Tuesdays With Murray: Chapter 118 (Oreo’s Law.)

December 8th, 2009

I had a pretty great video to post today, but I really need to use today’s Murray post to talk about something else. I do hope you’ll forgive me, my fellow animal lovers.

You may already know this, but Murray was a feral kitten. Which means he had two options: he could have ended up the way that he is, which is to say loving and awesome; or he could have ended up becoming a feral cat, which is to say distrusting of humans and unfriendly. Thankfully, some kind and patient humans gave Murray a second chance.

Please note: THIS IS NOT ABOUT MONEY. :]

The Story

In June of this year, Oreo, a one-year-old pit bull was thrown off a six-story Brooklyn apartment building. Oreo suffered broken ribs and several broken bones, but miraculously survived the fall. She was rescued by the ASPCA and nursed back to health. Happy ending, right? Nope.

*Jul 31 - 00:05*

A few weeks ago the ASPCA deemed her too violent and beyond emotional repair.  They ended her life. The dog that healed physically and still had a great deal of trouble trusting humans, was not given the chance to heal emotionally. This pains me beyond words. The thing that gets me the most about this story is that several smaller organizations begged the ASPCA for a chance at rehabilitating Oreo. Pets Alive, a reputable organization from New York state, offered to take Oreo and give her a second chance at life. The ASPCA refused and instead chose to end her life.

The Proposition

Assembly Member Micah Z. Kellner and Senator Thomas K. Duane have come up with “Oreo’s Law“. This law would give animals the second chance they deserve.

From Mr. Kellner’s Web site:

The bill, modeled on an existing law in California, is named Oreo’s Law in memory of the pit bull mix who became well-known after she survived abuse at the hands of her former owner, including a fall from a six-story building, but was eventually euthanized after the ASPCA determined that she was untreatably aggressive. Pets Alive Animal Sanctuary, a no-kill animal shelter located in the foothills of the Catskill Mountains, specializing in the rehabilitation and care of abused animals, offered to take Oreo, but the ASPCA refused the request.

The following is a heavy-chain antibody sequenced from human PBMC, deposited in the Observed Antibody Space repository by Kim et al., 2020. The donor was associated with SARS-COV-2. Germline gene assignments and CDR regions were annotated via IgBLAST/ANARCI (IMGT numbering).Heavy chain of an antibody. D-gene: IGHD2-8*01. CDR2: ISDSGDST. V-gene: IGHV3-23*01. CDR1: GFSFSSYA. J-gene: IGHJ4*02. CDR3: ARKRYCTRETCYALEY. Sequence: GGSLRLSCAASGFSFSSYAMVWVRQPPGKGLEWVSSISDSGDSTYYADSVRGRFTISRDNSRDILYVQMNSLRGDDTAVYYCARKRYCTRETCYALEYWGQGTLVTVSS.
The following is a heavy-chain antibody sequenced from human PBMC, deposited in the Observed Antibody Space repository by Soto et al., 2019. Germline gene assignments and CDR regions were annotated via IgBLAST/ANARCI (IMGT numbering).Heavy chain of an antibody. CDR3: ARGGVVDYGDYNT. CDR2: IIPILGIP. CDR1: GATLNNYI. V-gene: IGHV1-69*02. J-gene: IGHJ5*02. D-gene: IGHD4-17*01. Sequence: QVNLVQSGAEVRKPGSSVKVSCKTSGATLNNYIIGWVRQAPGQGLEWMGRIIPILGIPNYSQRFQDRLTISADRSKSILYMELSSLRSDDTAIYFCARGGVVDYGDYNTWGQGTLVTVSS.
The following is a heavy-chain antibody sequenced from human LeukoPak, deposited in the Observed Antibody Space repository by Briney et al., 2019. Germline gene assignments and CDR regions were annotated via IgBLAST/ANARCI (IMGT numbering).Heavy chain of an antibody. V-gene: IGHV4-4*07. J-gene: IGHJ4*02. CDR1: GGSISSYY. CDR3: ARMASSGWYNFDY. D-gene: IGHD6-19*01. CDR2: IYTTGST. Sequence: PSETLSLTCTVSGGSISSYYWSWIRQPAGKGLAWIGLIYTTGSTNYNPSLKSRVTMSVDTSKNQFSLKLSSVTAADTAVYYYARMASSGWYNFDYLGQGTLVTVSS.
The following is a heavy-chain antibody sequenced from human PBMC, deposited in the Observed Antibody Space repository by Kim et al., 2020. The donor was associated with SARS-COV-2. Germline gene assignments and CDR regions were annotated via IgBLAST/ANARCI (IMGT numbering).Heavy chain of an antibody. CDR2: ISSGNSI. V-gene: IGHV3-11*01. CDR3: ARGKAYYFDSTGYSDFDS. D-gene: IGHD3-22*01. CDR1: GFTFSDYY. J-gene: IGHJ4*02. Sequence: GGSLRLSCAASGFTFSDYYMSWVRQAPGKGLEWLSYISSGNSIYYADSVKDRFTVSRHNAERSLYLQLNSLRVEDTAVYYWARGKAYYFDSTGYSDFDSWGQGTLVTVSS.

As a dog owner and a foster parent for an animal rescue group, I was heartbroken to learn that Oreo was euthanized. When humane organizations volunteer their expertise in difficult cases, shelters should work with them to the fullest extent possible. This legislation will give tragically abused animals like Oreo another chance at life.

The Call To Action

That’s where we come in, my friends.

Please contact Assembly Member Micah Z. Kellner and State Senator Thomas K. Duane and thank them for giving a voice to those without one. You can leave a comment. Or you can contact Micah Kellner one of the ways listed below:

315 East 65 Street
New York, NY 10065
Tel 212-860-4906
Fax 917-432-2983
Email KellnerM@assembly.state.ny.us

If you’re a New York State resident, please take a few minutes out of your day and write to your Assembly Member and/or State Senator and ask them to support Oreo’s Law. If you know any New Yorkers, please let them know about this law and have them speak up about it. Even if you are one of those folks wary of pit bulls, this is about every animal out there—every last one.

This law will make it so other organizations are given the chance to give abused animals a second one.

If you have a blog, please write about the law and help get the word out. The biggest concern right now is getting some voice behind this. They need to know that we care. This law needs to come to life, in the absence of Oreo’s. If you need some more information or a link, Empty Cages Collective wrote a great post.

Other Ideas?

If you can think of other ideas, please post them. If you think of anything I missed, please let me know. I am new to this. And believe me, I know how hard it is to find time to reach out to people, so if there is anything I can do to make it easier, let me know. We need to get the word out there about this law.